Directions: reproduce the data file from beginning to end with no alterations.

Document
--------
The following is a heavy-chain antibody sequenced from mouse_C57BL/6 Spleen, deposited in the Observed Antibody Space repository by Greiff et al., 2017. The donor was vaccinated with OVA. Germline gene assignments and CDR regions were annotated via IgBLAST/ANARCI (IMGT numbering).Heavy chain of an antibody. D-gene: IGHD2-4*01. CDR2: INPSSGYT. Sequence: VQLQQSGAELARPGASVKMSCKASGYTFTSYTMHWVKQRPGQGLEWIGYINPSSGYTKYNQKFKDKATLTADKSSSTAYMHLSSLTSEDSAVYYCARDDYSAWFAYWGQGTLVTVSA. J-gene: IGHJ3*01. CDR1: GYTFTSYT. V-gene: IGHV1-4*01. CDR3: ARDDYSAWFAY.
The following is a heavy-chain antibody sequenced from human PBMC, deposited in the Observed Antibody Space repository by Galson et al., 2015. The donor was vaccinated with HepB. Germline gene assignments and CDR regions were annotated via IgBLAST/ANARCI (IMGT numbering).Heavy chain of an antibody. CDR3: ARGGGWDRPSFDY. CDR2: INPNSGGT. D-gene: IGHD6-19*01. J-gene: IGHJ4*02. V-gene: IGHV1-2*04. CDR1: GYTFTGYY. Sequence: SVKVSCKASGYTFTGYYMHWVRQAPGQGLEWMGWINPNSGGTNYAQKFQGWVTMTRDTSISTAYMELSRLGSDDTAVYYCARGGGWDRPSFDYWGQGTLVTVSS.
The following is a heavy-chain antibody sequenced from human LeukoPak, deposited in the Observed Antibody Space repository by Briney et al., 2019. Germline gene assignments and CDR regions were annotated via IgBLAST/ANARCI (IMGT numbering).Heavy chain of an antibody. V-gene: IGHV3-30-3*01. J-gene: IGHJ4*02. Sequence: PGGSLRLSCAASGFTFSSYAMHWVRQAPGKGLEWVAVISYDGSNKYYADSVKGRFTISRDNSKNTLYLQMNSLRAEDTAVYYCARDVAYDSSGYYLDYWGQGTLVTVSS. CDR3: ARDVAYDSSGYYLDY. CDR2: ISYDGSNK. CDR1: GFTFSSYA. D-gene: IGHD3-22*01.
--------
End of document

The following is a heavy-chain antibody sequenced from mouse_C57BL/6 Spleen, deposited in the Observed Antibody Space repository by Greiff et al., 2017. The donor was vaccinated with OVA. Germline gene assignments and CDR regions were annotated via IgBLAST/ANARCI (IMGT numbering).Heavy chain of an antibody. D-gene: IGHD2-4*01. CDR2: INPSSGYT. Sequence: VQLQQSGAELARPGASVKMSCKASGYTFTSYTMHWVKQRPGQGLEWIGYINPSSGYTKYNQKFKDKATLTADKSSSTAYMHLSSLTSEDSAVYYCARDDYSAWFAYWGQGTLVTVSA. J-gene: IGHJ3*01. CDR1: GYTFTSYT. V-gene: IGHV1-4*01. CDR3: ARDDYSAWFAY.
The following is a heavy-chain antibody sequenced from human PBMC, deposited in the Observed Antibody Space repository by Galson et al., 2015. The donor was vaccinated with HepB. Germline gene assignments and CDR regions were annotated via IgBLAST/ANARCI (IMGT numbering).Heavy chain of an antibody. CDR3: ARGGGWDRPSFDY. CDR2: INPNSGGT. D-gene: IGHD6-19*01. J-gene: IGHJ4*02. V-gene: IGHV1-2*04. CDR1: GYTFTGYY. Sequence: SVKVSCKASGYTFTGYYMHWVRQAPGQGLEWMGWINPNSGGTNYAQKFQGWVTMTRDTSISTAYMELSRLGSDDTAVYYCARGGGWDRPSFDYWGQGTLVTVSS.
The following is a heavy-chain antibody sequenced from human LeukoPak, deposited in the Observed Antibody Space repository by Briney et al., 2019. Germline gene assignments and CDR regions were annotated via IgBLAST/ANARCI (IMGT numbering).Heavy chain of an antibody. V-gene: IGHV3-30-3*01. J-gene: IGHJ4*02. Sequence: PGGSLRLSCAASGFTFSSYAMHWVRQAPGKGLEWVAVISYDGSNKYYADSVKGRFTISRDNSKNTLYLQMNSLRAEDTAVYYCARDVAYDSSGYYLDYWGQGTLVTVSS. CDR3: ARDVAYDSSGYYLDY. CDR2: ISYDGSNK. CDR1: GFTFSSYA. D-gene: IGHD3-22*01.